I showed up for an afternoon meeting a few weeks ago and immediately apologized. “Sorry I’m late,” I told the other five people sitting around the table. I was 25 minutes late for the 1:30 meeting. I tried to blame Siri.
“No problem,” said the guy who had called the meeting. “It’s actually a 2 o’clock meeting—we just told YOU that it was a 1:30 meeting.” That hurt—but that’s the way it is. I am the late Pat Cashman.

I was born almost three weeks past my due date, and have been trying to catch up ever since. My mom said, “Frankly, by the time you finally showed up, your dad and I had pretty much lost interest. We had a really nice name all picked out for you, but forgot what was by the time you were finally born.”(What a lucky break for me—I found out later the name was Tiffany.)

I was so late in fact, that by the time of my birth I had sideburns.
I began crawling within weeks, was walking at six months, starting skipping at ten months—and then went back to crawling until I started school—late, naturally.

A college psychology professor of mine once spoke about the tendency some people have of always being late. I did not hear the first part of his lecture of course, but by the time I arrived he was saying: “For some, it may be rebellion against authority. If a figure in charge demands that one arrive at a specific time, then being late is a way of demonstrating defiance and independence. “
Yea, that must be it. I love showing up at the Cineplex, paying up to ten bucks—and then missing the first ten minutes of the movie—because I’m a rebel.

In fact, it is likely that serial tardiness has to do with other things—like poor planning, disorganization and an inability to tell time. I never plan to be late. In fact, I am late because I don’t plan.
Indeed, I don’t plan on traffic being backed up, even though it always is. I don’t plan on finding no place to park, even though it always happens. I also don’t plan on running out of gas, getting a flat tire, waiting for a train to pass or a hundred other possibilities. Not a planner, I.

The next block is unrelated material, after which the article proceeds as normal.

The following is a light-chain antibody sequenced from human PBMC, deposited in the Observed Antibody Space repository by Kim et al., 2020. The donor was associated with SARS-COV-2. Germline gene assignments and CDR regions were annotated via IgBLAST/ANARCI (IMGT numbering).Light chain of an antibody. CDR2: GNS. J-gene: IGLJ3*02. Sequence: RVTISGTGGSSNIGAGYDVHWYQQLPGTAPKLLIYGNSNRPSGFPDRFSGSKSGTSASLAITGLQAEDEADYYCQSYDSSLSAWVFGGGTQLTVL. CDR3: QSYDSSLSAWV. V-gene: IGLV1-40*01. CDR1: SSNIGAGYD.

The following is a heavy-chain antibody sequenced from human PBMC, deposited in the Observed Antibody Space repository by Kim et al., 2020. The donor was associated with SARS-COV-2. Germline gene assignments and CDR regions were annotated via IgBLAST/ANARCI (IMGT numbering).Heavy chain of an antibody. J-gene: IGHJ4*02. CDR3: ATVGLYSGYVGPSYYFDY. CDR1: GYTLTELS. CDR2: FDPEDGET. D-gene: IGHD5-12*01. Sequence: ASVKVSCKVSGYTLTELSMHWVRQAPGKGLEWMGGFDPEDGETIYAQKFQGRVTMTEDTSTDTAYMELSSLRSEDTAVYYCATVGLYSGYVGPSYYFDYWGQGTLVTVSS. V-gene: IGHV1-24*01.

The great baseball player, Stan Musial, was once quoted as saying, “If you’re not 15 minutes early, you’re late.” Pretty good remark, I guess—but baseball players are pretty well regimented in timeliness. In fact, a contemporary of Musial’s was a pitcher named Early Wynn. Now there was a guy was born to be punctual.
Being late is not a funny thing. It leads to stress, can give someone a bad reputation—and keeps you off most Tupperware party invitation lists. (A plus, actually.)

A friend of mine says he has a psychological aversion to sitting even one extra minute in a doctor’s waiting room. So to deal with it, he works at arriving to his appointments at least
ten minutes early—and then uses the time productively. “I now spend the extra minutes worrying about what maladies the doctor will discover,” he says. “By the time of my actual appointment, I’m ready for any possible combination of bad news. It’s great!”

I think for some of us habitual last-minute types it all comes down to poor time estimation. For example, I’ll think I can get from West Seattle to Bellingham in twenty minutes, even though there is no evidence that it has ever been done except by rocket.

So I now will no longer assume how fast I can get somewhere by car. I will think in terms of a horse-drawn carriage—and figure time more accurately.

Many of us also tend to pack too many additional commitments into our schedules—sometimes making us unable to manage any of them. So I am now simply going to set up a 10 am meeting—and nothing else. I’ll no longer also try to squeeze in stops at a doughnut shop, an Arco, a pet store, a florist, an oil change—and a back-waxing.

On the other hand, we who often ‘miss the boat’ can take some solace in the words of a woman named Arlene Lang: “Just being alive should make you late for everything. In case you’ve never noticed, the dead are always on time.” Right on, sister!
Still, I will always be angry at the Sumerian civilization—thousands of years ago—for inventing the mechanism of time keeping itself. Cave people had no such constraints. “Hey, Trog! I will meet you when the sun is straight overhead.” Easy peasy.
Meanwhile, I will work hard at this, albeit belatedly—no longer leaving people in the lurch, no longer burning the toast, no longer returning library books, overdue.

Better wrap this up. This column is four hours past deadline.